Delegations representing the governments of the United States and Japan announced in Tokyo last month that they had successfully negotiated an amendment to their Open Skies agreement. The proposed amendment is significant as it provides for the first time since 1978 daytime services by US and Japanese air carriers between the United States and Tokyo International Airport (Haneda), the busiest in Japan and the closest to downtown Tokyo.
Under the current agreement, US airlines have a total of four slot pairs (four arrivals and four departures) for service to and from Haneda, which are now restricted to use during nighttime hours. Under the proposed amendment, these four slot pairs would be transferred to daytime hours. In addition, a fifth daytime slot pair for scheduled service to and from Haneda would be added and US airlines would be able to continue operating one nighttime slot pair.
The agreement makes slots available for scheduled combination service by the designated airlines of each country to a total of five pairs of slots during daytime hours between 06:00 and 22:55 hours (local time) and one pair of slots during late night and early morning hours between 22:00 and 06:55 hours (local time). These slots cannot be used for all-cargo service and airlines may operate no more than 600 one-way charter flights per year.
Several US carriers have already expressed strong interest in offering daytime service to Haneda which could take effect as early as autumn this year. The US has urged that every effort be made by the Japan Schedule Coordination (JSC) to assign commercially viable daytime slots at Haneda to the carriers that are allocated the slot pairs by the US government.
US carrier American Airlines and United Airlines have both applauded the new ruling which will allow them to better serve the Tokyo market, operate more competitively with Asian rivals and make better use of the enhanced accessibility of Heneda for downtown Tokyo.
Scott Kirby, President, American Airlines said the agreement marked an important step in enhancing the US and Japan aviation relationship. “It’s important for our customers to have convenient access to downtown Tokyo during the day, and this agreement also allows for desirable arrival and departure times in the US for Haneda service,” he said.
Last month, American introduced a daily, year-round, non-stop service from Los Angeles International Airport to Haneda utilising nighttime slots. The flight arrives in Tokyo at 11pm and departs at 1:30am. The carrier confirmed the departure and arrival times “will change this autumn” when the new daytime Haneda slots are anticipated to be available and will allow for more convenient connections to American’s Los Angeles network and its joint business partner Japan Airlines’ network beyond Haneda.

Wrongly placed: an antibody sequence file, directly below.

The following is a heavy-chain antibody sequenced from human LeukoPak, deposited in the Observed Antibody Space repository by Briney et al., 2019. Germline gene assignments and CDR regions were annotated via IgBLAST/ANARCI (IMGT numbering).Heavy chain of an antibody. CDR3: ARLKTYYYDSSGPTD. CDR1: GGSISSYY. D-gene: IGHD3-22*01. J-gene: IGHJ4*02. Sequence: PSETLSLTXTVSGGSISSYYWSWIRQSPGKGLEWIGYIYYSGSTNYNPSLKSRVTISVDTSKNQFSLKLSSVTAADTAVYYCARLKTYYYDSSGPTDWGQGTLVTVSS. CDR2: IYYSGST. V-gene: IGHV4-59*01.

The positive views on the ruling were echoed by American’s rival, United Airlines which plans to similarly switch its current San Francisco – Tokyo Haneda operation to a daytime operation. "Offering daytime service to and from the heart of Tokyo will create appealing new business and leisure travel opportunities for our global customers. We look forward to providing more convenient access to this key market from our San Francisco hub, where United offers more nonstop trans-Pacific flights than any other carrier,” it said in a statement.
Access to Haneda has been restricted due to capacity constraints for a number of years and although a project to expand the airport will ease this issue, it is likely that demand will continue to outstrip the supply of slots available at the airport. It is unclear if this project will be completed by its proposed 2020 timetable.
In documentation supporting the new amendment to the open skies agreement, Japanese regulatory representatives noted that Haneda’s operational restrictions would continue even after its capacity expansion by 2020.
“At present, it is uncertain whether the Haneda expansion plan can be realised by 2020 and how many slots can be made available by then. Accordingly, the delegation stated that Japan is not engaged in negotiations with any country regarding the planned expansion of Haneda and does not intend to engage in such negotiations until late 2018,” it said.
In the meantime it is the intention to further develop Narita airport and to support Narita in its role as the major international hub in Japan and also as a gateway connecting traffic between Asia and North America. The airport is now equipped with a 4,000-metre runway and, as of 2016, is able to accommodate sixty-eight movements per hour and discussions with local communities for further expanded capacity at the airport by building a third runway have just started.